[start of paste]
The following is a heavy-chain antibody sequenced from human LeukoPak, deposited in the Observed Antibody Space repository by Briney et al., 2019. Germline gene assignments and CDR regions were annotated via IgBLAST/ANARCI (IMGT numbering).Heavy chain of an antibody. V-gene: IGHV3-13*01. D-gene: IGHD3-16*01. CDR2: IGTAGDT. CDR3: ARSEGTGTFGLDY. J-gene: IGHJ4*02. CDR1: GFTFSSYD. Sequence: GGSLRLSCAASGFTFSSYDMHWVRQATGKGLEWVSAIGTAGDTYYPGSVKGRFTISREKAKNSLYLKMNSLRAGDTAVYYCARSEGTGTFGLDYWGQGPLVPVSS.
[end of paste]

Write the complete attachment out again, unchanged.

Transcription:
The following is a heavy-chain antibody sequenced from human LeukoPak, deposited in the Observed Antibody Space repository by Briney et al., 2019. Germline gene assignments and CDR regions were annotated via IgBLAST/ANARCI (IMGT numbering).Heavy chain of an antibody. V-gene: IGHV3-13*01. D-gene: IGHD3-16*01. CDR2: IGTAGDT. CDR3: ARSEGTGTFGLDY. J-gene: IGHJ4*02. CDR1: GFTFSSYD. Sequence: GGSLRLSCAASGFTFSSYDMHWVRQATGKGLEWVSAIGTAGDTYYPGSVKGRFTISREKAKNSLYLKMNSLRAGDTAVYYCARSEGTGTFGLDYWGQGPLVPVSS.